Urgent Action Plan Announced for Endangered Chimpanzees

9/13/2002

Scientists Prioritize West Africa Regions for Immediate Attention

Abidjan, Ivory Coast - Representing more than 15 countries, a group of 80 scientists, conservationists and policy makers today announced an urgent action plan to protect the endangered West African chimpanzees.

The experts recognized that there are in fact two different kinds of chimpanzee in the region under consideration, which extends from Senegal and Mali through Sierra Leone, C�te d'Ivoire, and Ghana to Nigeria. One, the Nigerian chimpanzee (Pan troglodytes vellerosus), occurs from the Cameroon-Nigeria border areas east to the Sanaga River. The other, the typical western chimpanzee (Pan troglodytes verus) is found in the rest of the region. Within this region, chimps occur both in tropical rain forest habitats of the Guinean Forest Hotspot and in adjacent areas of dry forest and woodland savannah. Numbers of chimpanzees have declined from 600,000 originally to about 25,000 to 50,000 today. Each of these chimpanzees requires special conservation action to prevent its extinction, and experts identified the highest priority areas within each of these different habitat types.

The results were determined following a two-day discussion of priority regions based on criteria including: viable population; habitat quality; feasibility of conservation; urgency of threat to the area; presence of other threatened primates; and exceptional aspects of chimp culture.

"It's no coincidence that urgent conservation action is necessary for a primate species found within the Guinean Forest Hotspot, which is one of the top five hotspots for endangered primates on Earth," said Russell A. Mittermeier, CI President and United Nations Environment Programme Special Envoy for the Great Apes Survival Project. "Chimpanzees are an important flagship species for this important region and their fate mirrors much of what is in store for the vast range of species diversity found there."

"We stand to lose one of the human species closest relatives, as well as a species with one of the most fascinating and complex social systems in the Animal Kingdom," said Dr. Christophe Boesch, with the Wild Chimpanzee Foundation.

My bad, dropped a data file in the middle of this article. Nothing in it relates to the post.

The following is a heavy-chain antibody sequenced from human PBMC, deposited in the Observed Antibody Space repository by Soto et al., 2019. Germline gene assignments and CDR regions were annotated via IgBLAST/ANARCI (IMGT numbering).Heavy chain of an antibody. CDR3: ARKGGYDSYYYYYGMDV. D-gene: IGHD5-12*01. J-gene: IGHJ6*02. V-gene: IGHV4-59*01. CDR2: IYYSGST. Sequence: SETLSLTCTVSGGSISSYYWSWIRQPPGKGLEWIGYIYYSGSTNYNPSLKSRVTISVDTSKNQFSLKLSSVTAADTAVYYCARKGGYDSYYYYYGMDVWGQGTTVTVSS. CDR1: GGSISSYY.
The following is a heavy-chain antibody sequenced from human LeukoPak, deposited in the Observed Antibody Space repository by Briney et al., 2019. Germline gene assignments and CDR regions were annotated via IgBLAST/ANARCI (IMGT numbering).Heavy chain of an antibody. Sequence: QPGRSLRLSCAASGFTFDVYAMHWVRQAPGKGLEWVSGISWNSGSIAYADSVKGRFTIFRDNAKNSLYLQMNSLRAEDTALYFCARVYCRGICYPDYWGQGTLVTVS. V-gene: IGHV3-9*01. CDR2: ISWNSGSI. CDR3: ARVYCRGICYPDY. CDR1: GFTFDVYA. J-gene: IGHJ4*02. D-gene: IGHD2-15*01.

The differences in appearance between humans and chimpanzees mask a striking underlying genetic similarity. There is only a 1.3 percent genetic difference between humans and chimpanzees. As a consequence of this similarity, chimpanzees provide a special link between humans and the Animal Kingdom because of their high intelligence and abilities. Chimpanzees are the only nonhuman primates that make and use many different tools, hunt in groups for meat, and mourn their dead. Like humans, they possess complex cultures. The western chimpanzees, for example, are unique for their use of hammer-like tools to crack open nuts.

Chimpanzees are also unique with humans in their abilities to build complex social interactions demonstrating cooperation and alliances. They recognize their own face, and receive or share affections with others.

Top regional priority sites identified for immediate conservation action include:

  • Tai-Grebo-Sapo-Cestos a moist tropical forest complex in C�te d'Ivoire and Liberia, harboring more than 8,000 chimpanzees and covering approximately 1 million hectares
  • Haute Niger dry forests areas in Guinea
  • Fouta Djallon dry forests areas in Guinea and Guinea Bissau
  • Madingue Plateau dry forests area in Senegal, Mali and Guinea
  • Mount Nimba mountainous forest in Liberia, Guinea and C�te d'Ivoire
  • Gashaka-Gumti and Mambilla Plateau dry forest and mountain forest areas in the Nigeria-Cameroon cross border area
  • Takamanda and Okwango mountainous forest area in the Nigeria-Cameroon cross border area.

"These regional priorities will be a crucial complement to the national priorities that each of the countries in the region will develop and implement," said Dr. Mohamed Bakarr, with the Center for Applied Biodiversity Science at Conservation International.

Additional areas, such as Outamba-Kilimi in Sierra Leone and the Ghana-C�te d'Ivoire cross border area, were also identified for their importance other than containing secure chimpanzee populations, and for requiring additional data.

The meeting was co-sponsored by the Center for Applied Biodiversity Science (CABS) and the West Africa Program at Conservation International (CI), the U.S. Fish and Wildlife Service, the Great Ape Survival Project, the CI Primate Action Fund and the Foundation Step by Step. It was co-organized by CI, the Wild Chimpanzee Foundation, and Kyoto University.

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